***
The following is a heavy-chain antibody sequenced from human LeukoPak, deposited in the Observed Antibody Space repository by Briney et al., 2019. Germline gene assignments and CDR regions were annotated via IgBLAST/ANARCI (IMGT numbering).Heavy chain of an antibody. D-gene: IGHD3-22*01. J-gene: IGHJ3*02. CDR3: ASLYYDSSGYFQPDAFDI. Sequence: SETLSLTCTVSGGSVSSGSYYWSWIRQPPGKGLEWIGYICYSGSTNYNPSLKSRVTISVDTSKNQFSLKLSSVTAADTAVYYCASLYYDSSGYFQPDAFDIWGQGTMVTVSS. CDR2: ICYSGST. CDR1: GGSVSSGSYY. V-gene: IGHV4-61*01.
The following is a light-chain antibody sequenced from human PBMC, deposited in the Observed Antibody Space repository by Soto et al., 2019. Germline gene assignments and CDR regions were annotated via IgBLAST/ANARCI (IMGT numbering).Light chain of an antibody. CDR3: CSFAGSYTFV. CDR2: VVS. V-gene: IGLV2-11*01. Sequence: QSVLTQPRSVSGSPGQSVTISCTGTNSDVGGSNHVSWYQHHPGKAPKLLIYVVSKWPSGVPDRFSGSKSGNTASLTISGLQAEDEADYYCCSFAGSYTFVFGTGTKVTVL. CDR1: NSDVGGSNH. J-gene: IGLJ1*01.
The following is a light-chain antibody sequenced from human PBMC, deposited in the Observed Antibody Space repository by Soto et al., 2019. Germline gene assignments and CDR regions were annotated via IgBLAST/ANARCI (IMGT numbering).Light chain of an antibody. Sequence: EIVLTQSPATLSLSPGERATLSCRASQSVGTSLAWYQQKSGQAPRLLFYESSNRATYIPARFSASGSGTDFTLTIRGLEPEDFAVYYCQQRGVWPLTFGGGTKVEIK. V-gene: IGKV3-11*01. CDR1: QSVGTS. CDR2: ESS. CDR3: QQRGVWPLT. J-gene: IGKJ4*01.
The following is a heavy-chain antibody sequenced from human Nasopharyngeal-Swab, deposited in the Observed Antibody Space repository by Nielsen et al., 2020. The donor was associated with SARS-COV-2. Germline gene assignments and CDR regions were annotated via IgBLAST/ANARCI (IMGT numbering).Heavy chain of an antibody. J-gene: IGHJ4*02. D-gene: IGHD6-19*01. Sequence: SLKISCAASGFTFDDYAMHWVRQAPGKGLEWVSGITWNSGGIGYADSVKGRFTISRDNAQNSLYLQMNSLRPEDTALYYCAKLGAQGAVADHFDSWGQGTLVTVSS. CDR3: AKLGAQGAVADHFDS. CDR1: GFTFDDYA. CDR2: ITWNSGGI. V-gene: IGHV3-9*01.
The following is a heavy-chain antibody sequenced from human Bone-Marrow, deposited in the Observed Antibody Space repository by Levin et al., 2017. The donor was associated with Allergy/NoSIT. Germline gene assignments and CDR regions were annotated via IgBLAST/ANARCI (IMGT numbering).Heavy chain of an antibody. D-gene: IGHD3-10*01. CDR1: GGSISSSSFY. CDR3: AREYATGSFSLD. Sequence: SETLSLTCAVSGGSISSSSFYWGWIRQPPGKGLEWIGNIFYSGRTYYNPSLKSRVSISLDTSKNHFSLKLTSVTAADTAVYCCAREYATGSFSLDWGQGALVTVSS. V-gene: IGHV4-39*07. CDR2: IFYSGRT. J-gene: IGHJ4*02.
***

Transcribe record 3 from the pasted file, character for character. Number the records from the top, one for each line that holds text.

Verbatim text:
The following is a light-chain antibody sequenced from human PBMC, deposited in the Observed Antibody Space repository by Soto et al., 2019. Germline gene assignments and CDR regions were annotated via IgBLAST/ANARCI (IMGT numbering).Light chain of an antibody. Sequence: EIVLTQSPATLSLSPGERATLSCRASQSVGTSLAWYQQKSGQAPRLLFYESSNRATYIPARFSASGSGTDFTLTIRGLEPEDFAVYYCQQRGVWPLTFGGGTKVEIK. V-gene: IGKV3-11*01. CDR1: QSVGTS. CDR2: ESS. CDR3: QQRGVWPLT. J-gene: IGKJ4*01.